We spoke with Mario the manager who explained to us that his team was working slower than anticipated and not on schedule to submit a project. Before getting upset with them, he knew he needed to understand where they were coming from.
🎙 “I would show up on-site as early as they did so that I could spend the day working with them. This helped me better understand their roadblocks so that I could help them find a solution. I knew that I would not be able to move the project along any quicker without really understanding what my team was going through.” – Mario
💡 Tip: Before drawing conclusions about someone’s behavior or outcomes, ask yourself if you’ve done enough to empathize, and consider alternative explanations. This is all part of taking on their perspective!
2. Sharpen your active listening skills
Sam the manager explains that when he notices someone on his team acting out of the norm, he will often ask them questions to better understand what they are going through beyond work.
🎙 “Once they start talking, I will simply listen. This helps them feel comfortable opening up and I often respond by letting them know that I am here to support them. I encourage them to take the time and space they need to express themselves and don’t judge or question their feelings.” – Sam
Why is empathy important in the workplace?
Each person has their own values, cultural understandings, backgrounds and perspectives that make them unique. You can use your ability to empathize and understand others when working on these types of teams. Here are other benefits to being empathetic at work:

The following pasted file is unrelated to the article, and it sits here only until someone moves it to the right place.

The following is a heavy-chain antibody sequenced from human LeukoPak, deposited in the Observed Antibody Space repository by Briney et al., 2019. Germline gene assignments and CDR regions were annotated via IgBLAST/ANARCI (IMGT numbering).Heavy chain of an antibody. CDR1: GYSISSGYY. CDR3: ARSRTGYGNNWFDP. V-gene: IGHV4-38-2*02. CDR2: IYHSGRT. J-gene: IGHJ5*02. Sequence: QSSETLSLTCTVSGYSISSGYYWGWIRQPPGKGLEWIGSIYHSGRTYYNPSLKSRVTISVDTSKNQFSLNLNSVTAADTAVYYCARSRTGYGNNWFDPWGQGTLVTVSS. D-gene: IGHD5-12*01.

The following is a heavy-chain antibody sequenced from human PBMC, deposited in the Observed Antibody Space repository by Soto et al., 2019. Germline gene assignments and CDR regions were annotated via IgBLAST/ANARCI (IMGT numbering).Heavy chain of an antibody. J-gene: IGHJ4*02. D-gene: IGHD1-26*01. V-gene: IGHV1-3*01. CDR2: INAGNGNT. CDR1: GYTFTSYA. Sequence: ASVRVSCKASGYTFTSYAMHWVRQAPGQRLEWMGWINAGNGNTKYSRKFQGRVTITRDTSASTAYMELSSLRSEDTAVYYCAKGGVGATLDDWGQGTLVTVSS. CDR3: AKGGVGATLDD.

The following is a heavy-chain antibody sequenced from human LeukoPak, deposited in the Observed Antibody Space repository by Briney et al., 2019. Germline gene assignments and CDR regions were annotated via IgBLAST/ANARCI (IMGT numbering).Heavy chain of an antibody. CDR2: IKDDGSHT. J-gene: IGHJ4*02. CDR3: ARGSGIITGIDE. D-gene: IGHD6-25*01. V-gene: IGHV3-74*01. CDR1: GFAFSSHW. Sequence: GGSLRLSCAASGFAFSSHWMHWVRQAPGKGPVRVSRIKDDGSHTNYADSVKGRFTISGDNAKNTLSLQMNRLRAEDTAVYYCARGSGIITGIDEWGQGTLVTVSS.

1. Improves communication
When you practice empathy, you are better able to adapt your communication style to the person or group you are interacting with. You can adjust your tone of voice or body language to best fit the conversation, such as if you are giving a presentation or speaking with a supervisor.
2. Strengthens working relationships
3. Boosts creative thinking
When you use empathy in the workplace, you may also develop more creative solutions. As a team, your company may ask you to consider your audience’s perspective or the most important needs of your target customers. Using empathy can help you and your team members put yourselves in the customer’s place and think of strategies that would most appeal to you in that situation.
Understanding a product or service from the recipient’s point of view can help you identify challenges or opportunities you hadn’t thought of before and be more willing to experiment with new solutions.
4. Increases sales and investment opportunities
Empathy in the workplace can help you better understand the motivation of your current and future stakeholders, such as clients, customers and investors.
Investors may have differing motivations for choosing companies, so you can practice empathy by researching your potential investors. Discover their professional background to identify any similarities you may share. During your conversation, appeal to their knowledge and experience that likely impacts their decisions.
You can apply the same research tactics and discussion methods when securing contracts with new clients or updating old contracts with current clients. Research to discover what is important to them so you can appeal to their needs in your pitch. Identify potential challenges their company may face that your company can provide solutions to.
The benefits of empathy:
Empathy is being able to put yourself in someone else’s shoes and understand what they might be experiencing. This helps you connect with those around you and can lead to a healthier work environment where people don’t feel alone or isolated.
A lack of empathy can cause problems as well. According to studies, workplaces that have a “cutthroat” attitude and create a culture that doesn’t value teamwork or compassion for one another suffer from higher turnover rates.
Instead of focusing on the bigger picture, employees become more concerned with their own personal progress which can lead to infighting and backstabbing within the company.